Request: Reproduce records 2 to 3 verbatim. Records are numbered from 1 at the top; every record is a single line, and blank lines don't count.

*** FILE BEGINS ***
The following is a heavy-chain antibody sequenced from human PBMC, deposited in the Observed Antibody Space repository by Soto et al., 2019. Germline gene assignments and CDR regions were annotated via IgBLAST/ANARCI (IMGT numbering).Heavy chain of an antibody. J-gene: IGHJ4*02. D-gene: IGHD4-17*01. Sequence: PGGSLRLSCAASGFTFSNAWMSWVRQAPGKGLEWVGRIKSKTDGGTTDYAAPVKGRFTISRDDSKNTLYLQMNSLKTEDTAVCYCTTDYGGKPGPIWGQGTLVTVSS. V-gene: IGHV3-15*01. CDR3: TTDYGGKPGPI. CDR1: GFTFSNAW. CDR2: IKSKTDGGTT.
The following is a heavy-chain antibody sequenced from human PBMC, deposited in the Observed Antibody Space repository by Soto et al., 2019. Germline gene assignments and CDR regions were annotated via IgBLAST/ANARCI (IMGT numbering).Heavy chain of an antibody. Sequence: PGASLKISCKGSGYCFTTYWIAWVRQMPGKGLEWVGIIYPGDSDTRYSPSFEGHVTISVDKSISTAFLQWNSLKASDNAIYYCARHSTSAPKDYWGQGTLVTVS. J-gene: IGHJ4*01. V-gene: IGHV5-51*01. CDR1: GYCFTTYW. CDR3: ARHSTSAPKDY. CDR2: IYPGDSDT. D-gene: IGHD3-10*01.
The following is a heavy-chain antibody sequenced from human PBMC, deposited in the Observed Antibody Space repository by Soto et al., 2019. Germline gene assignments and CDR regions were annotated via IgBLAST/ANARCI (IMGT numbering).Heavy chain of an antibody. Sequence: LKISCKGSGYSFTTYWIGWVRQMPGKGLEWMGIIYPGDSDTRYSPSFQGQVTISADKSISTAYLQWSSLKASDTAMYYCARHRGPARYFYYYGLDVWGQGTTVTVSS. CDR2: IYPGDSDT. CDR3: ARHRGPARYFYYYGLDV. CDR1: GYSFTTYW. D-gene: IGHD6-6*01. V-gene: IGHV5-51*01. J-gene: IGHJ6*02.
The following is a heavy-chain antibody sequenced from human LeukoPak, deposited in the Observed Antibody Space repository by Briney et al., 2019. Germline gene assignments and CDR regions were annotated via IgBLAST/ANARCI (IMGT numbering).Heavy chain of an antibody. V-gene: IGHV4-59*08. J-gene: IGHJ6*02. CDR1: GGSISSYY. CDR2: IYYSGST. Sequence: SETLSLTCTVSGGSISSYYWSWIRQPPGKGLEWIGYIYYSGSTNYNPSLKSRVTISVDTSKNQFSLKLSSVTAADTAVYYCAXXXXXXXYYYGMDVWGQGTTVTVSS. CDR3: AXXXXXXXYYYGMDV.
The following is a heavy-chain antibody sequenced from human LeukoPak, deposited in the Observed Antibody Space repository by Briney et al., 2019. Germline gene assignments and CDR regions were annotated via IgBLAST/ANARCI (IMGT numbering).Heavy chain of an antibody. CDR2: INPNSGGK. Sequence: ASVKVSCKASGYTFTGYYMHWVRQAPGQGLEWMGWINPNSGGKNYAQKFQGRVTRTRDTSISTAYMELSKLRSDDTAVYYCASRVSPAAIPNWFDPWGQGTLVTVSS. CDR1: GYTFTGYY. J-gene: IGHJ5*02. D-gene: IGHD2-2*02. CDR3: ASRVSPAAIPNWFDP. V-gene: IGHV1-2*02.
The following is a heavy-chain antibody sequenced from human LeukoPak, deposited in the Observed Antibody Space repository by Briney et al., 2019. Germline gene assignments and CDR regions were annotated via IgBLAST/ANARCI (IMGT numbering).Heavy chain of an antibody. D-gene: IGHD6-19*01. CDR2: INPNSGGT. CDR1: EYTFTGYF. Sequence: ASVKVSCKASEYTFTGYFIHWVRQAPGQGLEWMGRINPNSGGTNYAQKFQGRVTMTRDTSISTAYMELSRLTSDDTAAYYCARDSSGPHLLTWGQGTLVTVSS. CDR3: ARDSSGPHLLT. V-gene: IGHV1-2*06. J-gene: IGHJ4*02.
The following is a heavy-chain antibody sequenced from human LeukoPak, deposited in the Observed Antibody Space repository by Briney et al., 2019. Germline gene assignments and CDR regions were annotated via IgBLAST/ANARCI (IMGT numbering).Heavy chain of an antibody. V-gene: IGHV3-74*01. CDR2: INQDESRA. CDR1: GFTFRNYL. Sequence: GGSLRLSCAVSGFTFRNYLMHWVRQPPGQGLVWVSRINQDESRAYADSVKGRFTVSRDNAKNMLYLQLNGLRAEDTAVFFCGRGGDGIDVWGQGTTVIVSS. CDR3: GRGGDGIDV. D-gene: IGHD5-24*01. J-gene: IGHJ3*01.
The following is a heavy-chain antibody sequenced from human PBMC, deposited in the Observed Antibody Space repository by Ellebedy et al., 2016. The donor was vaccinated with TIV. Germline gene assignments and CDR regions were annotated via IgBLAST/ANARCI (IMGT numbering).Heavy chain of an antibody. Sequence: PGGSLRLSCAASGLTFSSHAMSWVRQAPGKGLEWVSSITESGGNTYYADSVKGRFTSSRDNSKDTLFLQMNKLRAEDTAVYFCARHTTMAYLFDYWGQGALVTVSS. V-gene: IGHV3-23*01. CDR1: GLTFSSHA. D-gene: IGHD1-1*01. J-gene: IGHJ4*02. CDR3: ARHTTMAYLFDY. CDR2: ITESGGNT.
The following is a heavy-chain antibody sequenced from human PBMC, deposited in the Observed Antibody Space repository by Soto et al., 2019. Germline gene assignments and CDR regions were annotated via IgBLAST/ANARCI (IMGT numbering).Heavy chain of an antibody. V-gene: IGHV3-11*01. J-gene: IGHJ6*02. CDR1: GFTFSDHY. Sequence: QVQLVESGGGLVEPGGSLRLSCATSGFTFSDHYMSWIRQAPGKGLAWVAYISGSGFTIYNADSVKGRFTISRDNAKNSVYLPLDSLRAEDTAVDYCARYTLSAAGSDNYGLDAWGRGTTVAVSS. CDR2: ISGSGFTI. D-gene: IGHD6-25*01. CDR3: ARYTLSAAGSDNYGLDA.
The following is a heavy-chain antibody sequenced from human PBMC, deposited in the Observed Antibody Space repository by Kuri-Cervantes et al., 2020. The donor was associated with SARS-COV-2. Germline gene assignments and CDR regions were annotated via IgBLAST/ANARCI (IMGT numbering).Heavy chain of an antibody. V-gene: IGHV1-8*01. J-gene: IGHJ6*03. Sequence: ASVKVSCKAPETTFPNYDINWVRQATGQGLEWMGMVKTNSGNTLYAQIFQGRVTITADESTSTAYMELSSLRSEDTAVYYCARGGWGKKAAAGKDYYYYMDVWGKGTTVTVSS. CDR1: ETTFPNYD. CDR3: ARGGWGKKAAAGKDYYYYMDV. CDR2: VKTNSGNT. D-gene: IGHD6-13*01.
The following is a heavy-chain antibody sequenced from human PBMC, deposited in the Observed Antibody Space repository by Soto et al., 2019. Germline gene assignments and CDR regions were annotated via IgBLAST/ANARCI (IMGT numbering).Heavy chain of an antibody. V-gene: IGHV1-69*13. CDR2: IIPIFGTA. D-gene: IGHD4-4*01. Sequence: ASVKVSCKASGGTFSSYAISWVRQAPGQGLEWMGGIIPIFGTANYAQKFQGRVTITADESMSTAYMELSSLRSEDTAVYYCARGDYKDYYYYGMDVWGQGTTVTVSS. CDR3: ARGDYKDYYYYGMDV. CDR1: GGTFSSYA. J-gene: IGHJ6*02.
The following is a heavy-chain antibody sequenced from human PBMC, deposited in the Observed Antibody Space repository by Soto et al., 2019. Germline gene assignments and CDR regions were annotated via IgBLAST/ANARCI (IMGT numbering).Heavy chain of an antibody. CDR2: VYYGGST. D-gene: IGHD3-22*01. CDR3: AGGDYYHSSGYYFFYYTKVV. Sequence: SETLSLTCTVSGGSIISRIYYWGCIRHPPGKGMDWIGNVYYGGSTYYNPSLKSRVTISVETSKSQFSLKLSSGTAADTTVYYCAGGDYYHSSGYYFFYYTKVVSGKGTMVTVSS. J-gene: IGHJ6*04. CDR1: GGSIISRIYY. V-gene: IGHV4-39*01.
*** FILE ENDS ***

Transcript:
The following is a heavy-chain antibody sequenced from human PBMC, deposited in the Observed Antibody Space repository by Soto et al., 2019. Germline gene assignments and CDR regions were annotated via IgBLAST/ANARCI (IMGT numbering).Heavy chain of an antibody. Sequence: PGASLKISCKGSGYCFTTYWIAWVRQMPGKGLEWVGIIYPGDSDTRYSPSFEGHVTISVDKSISTAFLQWNSLKASDNAIYYCARHSTSAPKDYWGQGTLVTVS. J-gene: IGHJ4*01. V-gene: IGHV5-51*01. CDR1: GYCFTTYW. CDR3: ARHSTSAPKDY. CDR2: IYPGDSDT. D-gene: IGHD3-10*01.
The following is a heavy-chain antibody sequenced from human PBMC, deposited in the Observed Antibody Space repository by Soto et al., 2019. Germline gene assignments and CDR regions were annotated via IgBLAST/ANARCI (IMGT numbering).Heavy chain of an antibody. Sequence: LKISCKGSGYSFTTYWIGWVRQMPGKGLEWMGIIYPGDSDTRYSPSFQGQVTISADKSISTAYLQWSSLKASDTAMYYCARHRGPARYFYYYGLDVWGQGTTVTVSS. CDR2: IYPGDSDT. CDR3: ARHRGPARYFYYYGLDV. CDR1: GYSFTTYW. D-gene: IGHD6-6*01. V-gene: IGHV5-51*01. J-gene: IGHJ6*02.